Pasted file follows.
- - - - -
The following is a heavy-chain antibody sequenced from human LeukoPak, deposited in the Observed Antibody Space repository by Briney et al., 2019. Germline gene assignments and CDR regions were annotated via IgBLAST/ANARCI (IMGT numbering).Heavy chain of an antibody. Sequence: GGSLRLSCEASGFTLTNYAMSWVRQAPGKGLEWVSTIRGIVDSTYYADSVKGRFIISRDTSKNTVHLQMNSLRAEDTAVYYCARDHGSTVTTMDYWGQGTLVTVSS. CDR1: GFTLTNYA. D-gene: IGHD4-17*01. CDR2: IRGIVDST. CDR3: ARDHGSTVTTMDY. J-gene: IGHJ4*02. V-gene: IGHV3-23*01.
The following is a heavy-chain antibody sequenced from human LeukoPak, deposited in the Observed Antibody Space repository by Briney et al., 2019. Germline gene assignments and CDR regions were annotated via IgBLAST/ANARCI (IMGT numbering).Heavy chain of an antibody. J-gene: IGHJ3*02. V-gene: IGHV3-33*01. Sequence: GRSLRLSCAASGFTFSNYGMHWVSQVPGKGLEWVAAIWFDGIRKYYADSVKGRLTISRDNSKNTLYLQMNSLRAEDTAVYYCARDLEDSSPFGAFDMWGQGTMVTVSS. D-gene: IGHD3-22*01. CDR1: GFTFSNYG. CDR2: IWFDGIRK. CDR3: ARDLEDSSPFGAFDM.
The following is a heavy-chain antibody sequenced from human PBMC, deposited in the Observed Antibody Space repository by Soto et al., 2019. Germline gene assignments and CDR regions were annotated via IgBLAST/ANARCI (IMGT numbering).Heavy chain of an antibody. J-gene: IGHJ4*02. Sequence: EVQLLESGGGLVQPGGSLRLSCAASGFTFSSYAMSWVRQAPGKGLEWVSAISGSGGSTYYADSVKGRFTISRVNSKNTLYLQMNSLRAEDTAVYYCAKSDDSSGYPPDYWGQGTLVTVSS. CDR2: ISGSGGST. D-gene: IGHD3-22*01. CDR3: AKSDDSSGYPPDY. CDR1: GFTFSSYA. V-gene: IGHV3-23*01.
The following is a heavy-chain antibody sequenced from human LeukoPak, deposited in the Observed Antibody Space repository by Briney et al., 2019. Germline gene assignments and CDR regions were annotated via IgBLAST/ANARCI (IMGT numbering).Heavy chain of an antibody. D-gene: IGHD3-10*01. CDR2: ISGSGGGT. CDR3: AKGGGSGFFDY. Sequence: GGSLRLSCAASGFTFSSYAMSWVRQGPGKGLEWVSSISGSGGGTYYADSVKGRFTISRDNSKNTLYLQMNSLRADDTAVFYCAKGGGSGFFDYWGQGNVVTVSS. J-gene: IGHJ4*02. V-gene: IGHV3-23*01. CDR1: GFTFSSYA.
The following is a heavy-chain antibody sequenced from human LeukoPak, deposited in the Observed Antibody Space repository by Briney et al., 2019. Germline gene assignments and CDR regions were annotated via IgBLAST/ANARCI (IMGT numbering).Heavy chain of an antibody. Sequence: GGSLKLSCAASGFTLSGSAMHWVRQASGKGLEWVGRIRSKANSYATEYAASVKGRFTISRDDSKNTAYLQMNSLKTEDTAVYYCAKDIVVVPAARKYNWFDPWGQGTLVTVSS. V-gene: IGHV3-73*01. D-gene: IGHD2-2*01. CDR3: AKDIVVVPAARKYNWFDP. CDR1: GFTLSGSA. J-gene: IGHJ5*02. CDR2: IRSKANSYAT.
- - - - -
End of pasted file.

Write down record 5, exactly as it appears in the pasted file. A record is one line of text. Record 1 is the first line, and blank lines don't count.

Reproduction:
The following is a heavy-chain antibody sequenced from human LeukoPak, deposited in the Observed Antibody Space repository by Briney et al., 2019. Germline gene assignments and CDR regions were annotated via IgBLAST/ANARCI (IMGT numbering).Heavy chain of an antibody. Sequence: GGSLKLSCAASGFTLSGSAMHWVRQASGKGLEWVGRIRSKANSYATEYAASVKGRFTISRDDSKNTAYLQMNSLKTEDTAVYYCAKDIVVVPAARKYNWFDPWGQGTLVTVSS. V-gene: IGHV3-73*01. D-gene: IGHD2-2*01. CDR3: AKDIVVVPAARKYNWFDP. CDR1: GFTLSGSA. J-gene: IGHJ5*02. CDR2: IRSKANSYAT.